Online Retailers: Help Your Customers Find Your Products

The Web is ever changing, and this article is relatively ancient having been published 13 years ago. It is likely out of date or even blatantly incorrect in relation to modern better practices, so proceed at your own risk.

Aisle of products One of my favorite (only because it has the best, low-price selection) sources of quality fabrics has horrible UX on their store site. Horrible to the point that I’m only able to do rudimentary filtering because I understand the GET variables they use to display their catalog. In fact, I wrote a post to help non-developer users figure out how to filter the catalog by changing the URL. The fact that I had to do either of those things really bothers me as a front-end developer; your users should never have to resort to manipulating the URL in order to filter or find products.

If a user can’t easily figure out that you carry a certain product, you just lost a sale. Think about that and what it means to your business.

Say a customer walks into your brick-and-mortar store wanting a specific type of whatchamacallit with a budget of $5. They see that there is a whatchamacallit aisle, but it’s just overwhelming: you have have 200 different colors of that specific type of whatchamacallit. There are different sizes, weights, and patterns. The customer’s not too picky about some of the finer points, or maybe they are, but it doesn’t matter because they only have $5 that they want to spend. So, they want to quickly narrow it down to all whatchamacallits under $5. They could go down the aisle looking at every one, but it’s easier for them to find a store employee and ask, “can you show me the whatchamacallits that are under $5?”

Being a store that cares about making a sale, your employee says yes, helps the customer, maybe even upsells them, and the customer makes a purchase. Money in the bank for the store.

Now stop. Why should this interaction be any different in your online store? That’s right, it shouldn’t be. Sure, it’s a bit difficult to have a person there, so to speak (you could have a live chat function). But there are alternatives:

  • An obvious search box that accepts queries like “whatchamacallits under $5” and returns useful, intuitive results.
  • Obvious, intuitive filtering and sorting options for search results with obvious, intuitive controls.
  • Obvious, intuitive filtering and sorting options within categories with obvious, intuitive controls.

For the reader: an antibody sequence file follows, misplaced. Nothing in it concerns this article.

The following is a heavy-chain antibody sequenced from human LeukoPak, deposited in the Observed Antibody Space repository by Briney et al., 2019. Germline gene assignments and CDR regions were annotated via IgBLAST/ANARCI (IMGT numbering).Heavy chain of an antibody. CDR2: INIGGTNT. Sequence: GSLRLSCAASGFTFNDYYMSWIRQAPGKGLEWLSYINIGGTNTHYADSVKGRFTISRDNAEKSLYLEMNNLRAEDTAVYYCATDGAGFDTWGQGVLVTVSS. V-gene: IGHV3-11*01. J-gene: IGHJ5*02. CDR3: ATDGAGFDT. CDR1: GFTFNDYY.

• An obvious, intuitive way to change the number of items shown on a page.

Notice the similarities up there: obvious and intuitive. It’s not simply adequate to provide those controls; people need to be able to find them and use them easily—just like they’d need to be able to easily find a knowledgeable employee. Good online store software will have all of those things out of the box or your developer will set it up as a standard part of your store creation. All of these filters should persist until the user says to remove it, as well: if a user filters to blue whatchamacallits then applies a $5 filter, they should be shown blue, $5 whatchamacallits not just $5 ones in any color. Sounds like common sense, right? Too many online stores don’t seem to get it.

Now, back to the earlier example. What if your employee said to the customer, “no, find it yourself.” Maybe the customer would spend time looking, but more likely they’d realize that you don’t care about their patronage and they’d go somewhere else to find the whatchamacallit. You just lost the sale. You’d probably fire an employee that did that consistently.

That’s exactly what’s happening at the fabric store. And many other online stores with outdated store software that has no filtering. There’s no provided way to easily narrow the products down to a specific one you’re searching for. There’s a search function, but it’s not that great, and there’s no way to narrow down the results. There’s absolutely no way to sort of filter the category item listings at all. They need to fire their store software.

Keep in mind that simple categorization is not sufficient criteria browsing or searching. Just because I want a whatchamacallit doesn’t mean I’m interested any whatchamacallit you carry. Shoppers, whether they’re just browsing or are looking for a very specific item, are more likely to buy from you if they can find what they are looking for. If they can’t find it, they can’t buy it. If they’re browsing a sales listing hoping to find something they think they need, you’ll have more success on a conversion if they can narrow down that sales list to items they are interested in. Sure, they can start at the top—viewing everything—but maybe they see a coolthing that intrigues them, but it’s not the perfect coolthing they want to buy. If they can easily narrow that listing to all coolthings, your ability to sell them something just increased. They know you carry the type of item, and are easily able to drill down to all items of that type. If they can’t, then maybe they keep looking, or maybe they get bored after going through another 2 pages with no more coolthings because all the other coolthings are 12 pages into the sales. A bored visitor leaves, and so does their money.

What do you expect from online shopping user interfaces? What makes you go to another store? Stay at the current store? Feel free to share good or bad experiences and examples in the comments.